Hoshruba (www.hoshruba.com), the longest magical epic ever written, will commence publication in Spring 2009. It is the first of a projected twenty-four volume translation of the eight thousand page Urdu language fantasy work.
The classic, unknown to western literature, was compiled from oral storytelling traditions by two of Urdu language’s greatest prose writers, Muhammad Husain Jah and Ahmed Husain Qamar, from 1883 to 1893. The translation is by Musharraf Ali Farooqi, who recently made the internationally acclaimed translation of The Adventures of Amir Hamza (www.amirhamza.com) for the Modern Library.
The world of Hoshruba is a window into the lesser-known aspects of the Indo-Islamic civilization and its secular literary heritage. The personalities of the characters met in Hoshruba reveal the rich cultural society of the mid-nineteenth Indo-Islamic society which was their inspiration.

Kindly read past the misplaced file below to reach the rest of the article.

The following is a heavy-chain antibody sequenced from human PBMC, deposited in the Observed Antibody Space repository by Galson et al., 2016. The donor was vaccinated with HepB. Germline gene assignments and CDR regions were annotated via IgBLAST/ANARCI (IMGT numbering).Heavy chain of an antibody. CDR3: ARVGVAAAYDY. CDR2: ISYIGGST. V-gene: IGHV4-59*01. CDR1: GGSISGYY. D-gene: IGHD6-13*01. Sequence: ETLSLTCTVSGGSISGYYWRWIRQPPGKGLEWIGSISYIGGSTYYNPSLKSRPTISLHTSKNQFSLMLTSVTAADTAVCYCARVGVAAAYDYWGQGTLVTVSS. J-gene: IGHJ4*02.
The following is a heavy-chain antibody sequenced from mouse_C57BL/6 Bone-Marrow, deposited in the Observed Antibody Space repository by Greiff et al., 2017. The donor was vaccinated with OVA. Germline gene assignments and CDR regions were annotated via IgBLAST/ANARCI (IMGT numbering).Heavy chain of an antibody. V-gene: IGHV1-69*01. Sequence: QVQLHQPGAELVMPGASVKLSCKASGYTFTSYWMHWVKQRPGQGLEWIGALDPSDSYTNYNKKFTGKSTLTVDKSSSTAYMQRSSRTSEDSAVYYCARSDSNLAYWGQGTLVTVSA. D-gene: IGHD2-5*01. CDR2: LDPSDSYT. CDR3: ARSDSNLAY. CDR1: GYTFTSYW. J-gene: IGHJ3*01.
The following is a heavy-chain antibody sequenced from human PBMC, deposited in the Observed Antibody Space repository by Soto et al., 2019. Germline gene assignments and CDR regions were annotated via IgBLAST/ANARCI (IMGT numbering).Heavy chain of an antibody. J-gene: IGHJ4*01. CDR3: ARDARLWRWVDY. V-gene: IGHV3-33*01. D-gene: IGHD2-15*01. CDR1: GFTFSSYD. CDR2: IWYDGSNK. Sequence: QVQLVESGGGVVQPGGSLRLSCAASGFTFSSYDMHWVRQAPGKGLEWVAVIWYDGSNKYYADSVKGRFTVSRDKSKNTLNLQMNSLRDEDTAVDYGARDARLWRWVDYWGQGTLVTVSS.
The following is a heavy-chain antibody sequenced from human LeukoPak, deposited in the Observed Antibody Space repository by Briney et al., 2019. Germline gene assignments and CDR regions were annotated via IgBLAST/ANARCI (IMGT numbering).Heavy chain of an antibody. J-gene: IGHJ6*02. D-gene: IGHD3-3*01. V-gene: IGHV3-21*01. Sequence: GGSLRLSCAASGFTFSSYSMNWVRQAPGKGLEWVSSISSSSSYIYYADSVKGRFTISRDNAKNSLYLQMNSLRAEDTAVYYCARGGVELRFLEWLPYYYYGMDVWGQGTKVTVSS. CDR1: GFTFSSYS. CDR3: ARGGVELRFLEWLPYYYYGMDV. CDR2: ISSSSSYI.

The first book of the Hoshruba series begins with the giant Laqa entering Hoshruba’s protection, and its sorcerer emperor finding himself at war with Laqa’s arch enemy, Amir Hamza, the Lord of the Auspicious Planetary Conjunction, who pursues the giant with his numerous tricksters and a young prince–the yet to be known conqueror-designate of Hoshruba. When the prince is kidnapped by the devious trickster girls sent by the sorcerer emperor, it falls to an extraordinary trickster and a rebel sorceress to continue his mission. A villain endearing for his humanity, dazzlingly beautiful and cruel sorceresses, talismanic beasts, and the endlessly resourceful trickster-girls make a small part of the magical world of HOSHRUBA.
There are no existing narrative texts with which HOSHRUBA can be compared in either eastern or western literature. Two of the Islamic world’s best known classics, the Arabic ALF LAILA WA LAILA (The Thousand and One Nights) and the Persian SHAHNAMEH (The Book of Kings) are essentially collections of unrelated episodes and do not offer a sustained narrative. This epic work of imaginative literature makes a strong case for the complex layers of Islamic societies and their engaging and enchanting parallel worlds reflected in their literature.
The project website (www.hoshruba.com) reproduces the very interesting history of the epic and the riveting and often tragic tale of its authors and narrators.